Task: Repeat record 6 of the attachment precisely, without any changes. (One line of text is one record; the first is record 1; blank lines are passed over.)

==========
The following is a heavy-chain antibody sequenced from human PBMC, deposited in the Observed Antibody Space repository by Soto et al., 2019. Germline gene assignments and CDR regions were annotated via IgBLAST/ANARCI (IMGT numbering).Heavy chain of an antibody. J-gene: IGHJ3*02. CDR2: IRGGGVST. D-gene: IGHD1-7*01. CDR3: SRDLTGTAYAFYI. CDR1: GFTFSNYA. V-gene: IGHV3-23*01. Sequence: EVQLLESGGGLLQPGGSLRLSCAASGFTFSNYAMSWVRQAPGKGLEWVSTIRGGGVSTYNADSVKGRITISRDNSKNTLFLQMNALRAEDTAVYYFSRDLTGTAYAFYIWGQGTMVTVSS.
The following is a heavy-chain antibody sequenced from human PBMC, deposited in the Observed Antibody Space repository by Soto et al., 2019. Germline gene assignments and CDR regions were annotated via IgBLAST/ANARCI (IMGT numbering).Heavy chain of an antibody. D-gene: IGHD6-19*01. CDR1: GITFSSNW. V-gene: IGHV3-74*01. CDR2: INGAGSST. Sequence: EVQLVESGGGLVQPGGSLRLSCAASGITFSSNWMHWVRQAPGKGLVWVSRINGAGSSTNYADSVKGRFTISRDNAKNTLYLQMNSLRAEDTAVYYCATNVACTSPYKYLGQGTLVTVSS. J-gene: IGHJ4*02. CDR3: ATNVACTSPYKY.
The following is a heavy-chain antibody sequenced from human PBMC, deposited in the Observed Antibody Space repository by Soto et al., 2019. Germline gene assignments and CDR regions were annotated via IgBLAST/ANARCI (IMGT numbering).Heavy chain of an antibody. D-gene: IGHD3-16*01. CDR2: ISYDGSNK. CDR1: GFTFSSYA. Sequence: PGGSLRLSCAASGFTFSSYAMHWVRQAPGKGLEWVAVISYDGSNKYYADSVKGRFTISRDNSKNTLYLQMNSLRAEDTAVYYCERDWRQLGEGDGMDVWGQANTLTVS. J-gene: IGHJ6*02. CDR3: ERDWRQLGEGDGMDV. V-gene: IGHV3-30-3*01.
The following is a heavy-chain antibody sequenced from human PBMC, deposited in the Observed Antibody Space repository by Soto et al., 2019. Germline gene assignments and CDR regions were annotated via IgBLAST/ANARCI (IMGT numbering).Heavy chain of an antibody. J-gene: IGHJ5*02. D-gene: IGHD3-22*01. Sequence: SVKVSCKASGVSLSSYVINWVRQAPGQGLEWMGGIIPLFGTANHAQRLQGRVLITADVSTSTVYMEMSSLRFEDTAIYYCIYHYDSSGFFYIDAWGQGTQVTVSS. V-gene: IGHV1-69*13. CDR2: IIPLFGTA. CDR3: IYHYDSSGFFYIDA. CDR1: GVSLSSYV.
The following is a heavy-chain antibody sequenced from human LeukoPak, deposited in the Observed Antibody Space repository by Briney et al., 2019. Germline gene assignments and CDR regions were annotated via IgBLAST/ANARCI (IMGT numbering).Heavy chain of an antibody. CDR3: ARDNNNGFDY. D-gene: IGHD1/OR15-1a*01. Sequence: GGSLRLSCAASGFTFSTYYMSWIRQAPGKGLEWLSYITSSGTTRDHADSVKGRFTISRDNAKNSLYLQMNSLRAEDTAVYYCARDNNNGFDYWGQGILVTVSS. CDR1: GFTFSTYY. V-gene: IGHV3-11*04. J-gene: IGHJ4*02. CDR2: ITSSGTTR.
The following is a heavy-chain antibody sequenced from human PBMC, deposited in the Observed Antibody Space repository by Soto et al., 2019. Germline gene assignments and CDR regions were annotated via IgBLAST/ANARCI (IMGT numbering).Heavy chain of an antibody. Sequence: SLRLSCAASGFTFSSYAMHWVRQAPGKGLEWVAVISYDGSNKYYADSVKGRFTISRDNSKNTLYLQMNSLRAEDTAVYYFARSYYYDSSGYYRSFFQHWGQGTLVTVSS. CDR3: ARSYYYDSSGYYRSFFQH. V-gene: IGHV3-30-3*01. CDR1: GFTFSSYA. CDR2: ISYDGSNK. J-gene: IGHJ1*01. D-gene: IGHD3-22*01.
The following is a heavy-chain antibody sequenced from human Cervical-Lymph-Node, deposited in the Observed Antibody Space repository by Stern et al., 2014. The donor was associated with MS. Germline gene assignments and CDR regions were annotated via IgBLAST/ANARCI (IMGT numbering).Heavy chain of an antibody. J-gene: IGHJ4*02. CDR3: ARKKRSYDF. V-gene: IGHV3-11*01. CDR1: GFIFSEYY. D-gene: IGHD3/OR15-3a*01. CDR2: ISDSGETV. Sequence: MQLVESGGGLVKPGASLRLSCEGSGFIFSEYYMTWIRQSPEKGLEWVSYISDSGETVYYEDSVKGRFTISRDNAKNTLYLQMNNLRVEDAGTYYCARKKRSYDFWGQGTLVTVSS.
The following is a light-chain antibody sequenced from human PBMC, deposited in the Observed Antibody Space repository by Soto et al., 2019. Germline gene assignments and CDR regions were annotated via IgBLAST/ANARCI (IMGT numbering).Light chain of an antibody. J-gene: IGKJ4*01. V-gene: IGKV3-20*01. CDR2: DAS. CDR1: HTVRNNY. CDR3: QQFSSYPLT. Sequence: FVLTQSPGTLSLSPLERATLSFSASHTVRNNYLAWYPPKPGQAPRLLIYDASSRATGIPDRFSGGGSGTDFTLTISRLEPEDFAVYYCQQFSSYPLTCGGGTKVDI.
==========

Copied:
The following is a heavy-chain antibody sequenced from human PBMC, deposited in the Observed Antibody Space repository by Soto et al., 2019. Germline gene assignments and CDR regions were annotated via IgBLAST/ANARCI (IMGT numbering).Heavy chain of an antibody. Sequence: SLRLSCAASGFTFSSYAMHWVRQAPGKGLEWVAVISYDGSNKYYADSVKGRFTISRDNSKNTLYLQMNSLRAEDTAVYYFARSYYYDSSGYYRSFFQHWGQGTLVTVSS. CDR3: ARSYYYDSSGYYRSFFQH. V-gene: IGHV3-30-3*01. CDR1: GFTFSSYA. CDR2: ISYDGSNK. J-gene: IGHJ1*01. D-gene: IGHD3-22*01.